How Can NYU Students Make An Impact?


Illustration by Polina Buchak and Veronica Liow

There are many opportunities for NYU students to make an environmental impact, such as participating in NYU Divest or the Community Agriculture Project.

Students can help save the environment as soon as they arrive at NYU. Through groups such as the Animal Welfare Collective and NYU Divest, students can advocate for their peers and the university to reduce their carbon footprints and fight against deforestation.

Earth Matters, NYU’s oldest environmental club, works with multiple eco-friendly clubs on campus to help make the university more environmentally-conscious overall. CAS senior and Earth Matters treasurer Aliakbar Hassonjee said that the group helps frame the umbrella of green initiatives at the university by holding its own meetings and working with the Office of Sustainability.

“We kind of try and cover all the different aspects of environmentalism, whether it’s from science or intersectionality with religion and culture, or whether it’s with the political landscape,” Hassonjee said. “We try and keep our events on a bunch of different scales, whether it’s just a small, general meeting that someone can come and talk about their ideas for organizations, or things that are significantly larger.”

Hassonjee said Earth Matters works with members of the administration to lower the university’s carbon footprint and bring about programs to get students more involved in learning about and adopting environmentally friendly practices. Earth Matters is also involved in campaigns under its own umbrella, including the Real Food Challenge and Take Back the Tap, among others.

“These are all campaigns that are part of larger movements across the country at different schools, and they’re operating here,” Hassonjee said. “Real Food Challenge is a very large sort of initiative that aims to get NYU’s food intake to be real — and that means a lot of different things. Real food is sustainable, ethical, ecological — it comes from verified sources that treat both their their farming processes in an ethical way, along with the workers and their employees as well.”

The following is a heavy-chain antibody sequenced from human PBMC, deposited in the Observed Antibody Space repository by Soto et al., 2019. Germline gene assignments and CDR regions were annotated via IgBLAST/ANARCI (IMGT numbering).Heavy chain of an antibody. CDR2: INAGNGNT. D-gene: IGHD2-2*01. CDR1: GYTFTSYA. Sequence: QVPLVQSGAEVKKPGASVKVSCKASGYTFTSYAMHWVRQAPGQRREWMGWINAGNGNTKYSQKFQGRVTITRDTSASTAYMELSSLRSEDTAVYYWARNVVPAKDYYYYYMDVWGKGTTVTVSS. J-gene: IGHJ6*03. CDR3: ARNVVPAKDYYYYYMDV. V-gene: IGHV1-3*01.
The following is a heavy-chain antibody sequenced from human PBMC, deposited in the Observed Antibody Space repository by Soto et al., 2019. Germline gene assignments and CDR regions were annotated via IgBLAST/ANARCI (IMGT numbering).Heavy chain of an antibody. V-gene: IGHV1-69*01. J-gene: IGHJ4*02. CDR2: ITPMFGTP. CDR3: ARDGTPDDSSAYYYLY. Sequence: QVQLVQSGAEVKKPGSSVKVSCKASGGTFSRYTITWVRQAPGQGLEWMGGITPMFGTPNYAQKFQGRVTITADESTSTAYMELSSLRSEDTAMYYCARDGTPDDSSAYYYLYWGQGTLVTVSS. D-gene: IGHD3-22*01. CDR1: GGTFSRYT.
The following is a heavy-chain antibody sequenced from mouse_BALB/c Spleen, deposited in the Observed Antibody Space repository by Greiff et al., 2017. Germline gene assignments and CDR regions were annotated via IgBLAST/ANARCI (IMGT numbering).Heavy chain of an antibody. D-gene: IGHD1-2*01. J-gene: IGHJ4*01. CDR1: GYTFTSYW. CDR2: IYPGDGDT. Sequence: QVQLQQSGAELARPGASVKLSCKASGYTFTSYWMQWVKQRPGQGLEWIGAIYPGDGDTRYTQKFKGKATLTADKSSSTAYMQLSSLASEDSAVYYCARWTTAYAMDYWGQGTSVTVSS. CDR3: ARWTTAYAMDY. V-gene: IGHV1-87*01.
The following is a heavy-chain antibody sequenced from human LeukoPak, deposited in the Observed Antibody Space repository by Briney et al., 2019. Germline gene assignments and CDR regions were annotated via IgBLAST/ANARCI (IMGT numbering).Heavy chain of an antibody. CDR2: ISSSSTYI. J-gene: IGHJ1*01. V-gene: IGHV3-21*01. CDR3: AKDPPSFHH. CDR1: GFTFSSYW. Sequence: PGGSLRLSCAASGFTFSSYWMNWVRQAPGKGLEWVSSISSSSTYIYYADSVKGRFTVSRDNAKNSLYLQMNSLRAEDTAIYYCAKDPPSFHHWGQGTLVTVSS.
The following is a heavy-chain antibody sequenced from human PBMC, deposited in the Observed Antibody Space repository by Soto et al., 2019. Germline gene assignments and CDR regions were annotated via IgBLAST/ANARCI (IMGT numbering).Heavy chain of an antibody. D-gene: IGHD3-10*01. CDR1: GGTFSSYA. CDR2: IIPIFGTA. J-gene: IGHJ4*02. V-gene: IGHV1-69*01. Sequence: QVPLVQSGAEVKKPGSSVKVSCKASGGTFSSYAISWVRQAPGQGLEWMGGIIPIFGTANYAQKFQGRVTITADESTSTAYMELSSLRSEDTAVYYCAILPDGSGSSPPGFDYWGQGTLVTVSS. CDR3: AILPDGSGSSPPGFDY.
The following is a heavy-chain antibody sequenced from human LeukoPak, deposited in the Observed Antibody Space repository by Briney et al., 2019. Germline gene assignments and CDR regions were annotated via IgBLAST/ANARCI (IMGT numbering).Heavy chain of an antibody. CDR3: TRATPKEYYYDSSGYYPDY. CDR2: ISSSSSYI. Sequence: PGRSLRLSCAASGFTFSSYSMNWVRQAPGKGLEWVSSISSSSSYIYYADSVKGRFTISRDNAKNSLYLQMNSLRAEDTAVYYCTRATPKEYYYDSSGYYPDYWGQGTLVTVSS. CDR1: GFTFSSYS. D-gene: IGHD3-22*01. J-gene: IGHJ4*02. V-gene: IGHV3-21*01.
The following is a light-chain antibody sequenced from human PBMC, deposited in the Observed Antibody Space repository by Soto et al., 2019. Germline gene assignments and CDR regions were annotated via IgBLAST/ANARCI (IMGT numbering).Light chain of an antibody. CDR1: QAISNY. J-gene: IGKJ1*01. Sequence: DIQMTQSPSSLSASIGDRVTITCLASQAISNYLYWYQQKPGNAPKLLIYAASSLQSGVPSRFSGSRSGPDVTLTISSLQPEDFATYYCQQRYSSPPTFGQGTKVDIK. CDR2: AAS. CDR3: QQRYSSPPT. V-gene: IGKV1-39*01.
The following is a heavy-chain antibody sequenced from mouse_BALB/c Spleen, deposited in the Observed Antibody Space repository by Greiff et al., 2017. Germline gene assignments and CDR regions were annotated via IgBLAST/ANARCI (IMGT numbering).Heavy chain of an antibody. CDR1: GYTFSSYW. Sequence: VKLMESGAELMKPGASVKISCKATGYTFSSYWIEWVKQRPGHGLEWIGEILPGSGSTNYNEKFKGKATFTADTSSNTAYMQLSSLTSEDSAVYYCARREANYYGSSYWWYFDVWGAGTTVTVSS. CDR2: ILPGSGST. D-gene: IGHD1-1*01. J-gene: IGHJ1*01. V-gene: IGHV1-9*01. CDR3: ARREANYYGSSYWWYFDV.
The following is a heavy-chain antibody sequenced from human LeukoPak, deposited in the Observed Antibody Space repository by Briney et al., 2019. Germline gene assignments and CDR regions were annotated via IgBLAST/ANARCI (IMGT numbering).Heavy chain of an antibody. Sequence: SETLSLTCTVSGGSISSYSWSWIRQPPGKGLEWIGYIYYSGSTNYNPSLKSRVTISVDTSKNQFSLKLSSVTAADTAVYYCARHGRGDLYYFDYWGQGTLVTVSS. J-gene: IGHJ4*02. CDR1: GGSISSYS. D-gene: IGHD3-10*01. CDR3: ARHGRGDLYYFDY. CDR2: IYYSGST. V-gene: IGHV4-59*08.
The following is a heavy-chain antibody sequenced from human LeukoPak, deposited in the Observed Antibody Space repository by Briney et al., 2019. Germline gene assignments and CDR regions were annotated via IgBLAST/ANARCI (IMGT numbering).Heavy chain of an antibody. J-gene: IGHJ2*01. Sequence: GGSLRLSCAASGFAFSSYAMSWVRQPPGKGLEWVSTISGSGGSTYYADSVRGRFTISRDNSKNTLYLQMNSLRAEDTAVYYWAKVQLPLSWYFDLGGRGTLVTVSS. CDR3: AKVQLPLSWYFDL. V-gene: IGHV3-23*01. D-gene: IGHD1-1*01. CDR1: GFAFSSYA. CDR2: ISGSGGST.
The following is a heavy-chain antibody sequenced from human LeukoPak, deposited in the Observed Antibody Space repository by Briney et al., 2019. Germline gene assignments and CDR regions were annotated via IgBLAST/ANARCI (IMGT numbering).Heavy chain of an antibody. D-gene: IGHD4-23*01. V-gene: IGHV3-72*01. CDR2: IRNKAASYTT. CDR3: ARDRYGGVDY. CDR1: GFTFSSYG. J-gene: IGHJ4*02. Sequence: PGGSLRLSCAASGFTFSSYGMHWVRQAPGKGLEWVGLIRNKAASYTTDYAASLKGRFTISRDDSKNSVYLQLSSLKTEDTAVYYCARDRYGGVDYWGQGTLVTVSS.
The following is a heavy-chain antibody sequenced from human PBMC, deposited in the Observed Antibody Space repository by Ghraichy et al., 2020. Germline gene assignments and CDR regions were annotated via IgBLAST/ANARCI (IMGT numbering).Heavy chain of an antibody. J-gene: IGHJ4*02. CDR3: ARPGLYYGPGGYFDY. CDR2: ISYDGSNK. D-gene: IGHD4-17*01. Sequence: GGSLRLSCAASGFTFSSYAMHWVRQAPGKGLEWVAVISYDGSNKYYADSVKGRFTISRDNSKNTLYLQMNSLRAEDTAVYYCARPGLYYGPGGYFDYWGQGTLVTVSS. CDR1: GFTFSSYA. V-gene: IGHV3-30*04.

Other groups at the university provide more focused efforts on aiding specific aspects of the environment.

Animal Welfare Collective

The Animal Welfare Collective is a club that promotes plant-based diets and educates the student body on the benefits of veganism. This year, the group is shedding light on intersectional issues, including feminism and worker’s rights. A major project the AWC is enacting this semester is making Lipton Dining Hall plant-based for three days during Earth Week.

Community Agriculture Project

The Community Agriculture Project educates students about urban agriculture and sustainable farming. The group grows fruits and vegetables and hosts various events where students can listen to speakers, learn to cook sustainably and understand the process of agriculture.

New York Water Environment Association

NYU’s chapter of the New York Water Environment Association is a club based at the Tandon School of Engineering in which students and professors come together to discuss environmentally-friendly activist efforts. The group participates in Earth Day and works to further environmentalism and sustainability efforts.

NYU Divest

NYU Divest is an on-campus group that encourages the university to divest from its use of fossil fuels. The group created a petition that called on NYU President Andrew Hamilton and the board of trustees to stop investing in fossil-fuel companies and divest from their association with them. The group rallied around the Standing Rock movement, and it recently brought its demands to the board of trustees.

Sprout Up

Sprout Up is an organization that educates elementary school-aged children about science and the environment in California and New York City. Classes are taught by college students, and NYU’s Sprout Up chapter works with children in New York City Public Schools to help them better understand environmental science and advocate for change.

Email Natasha Roy at [email protected]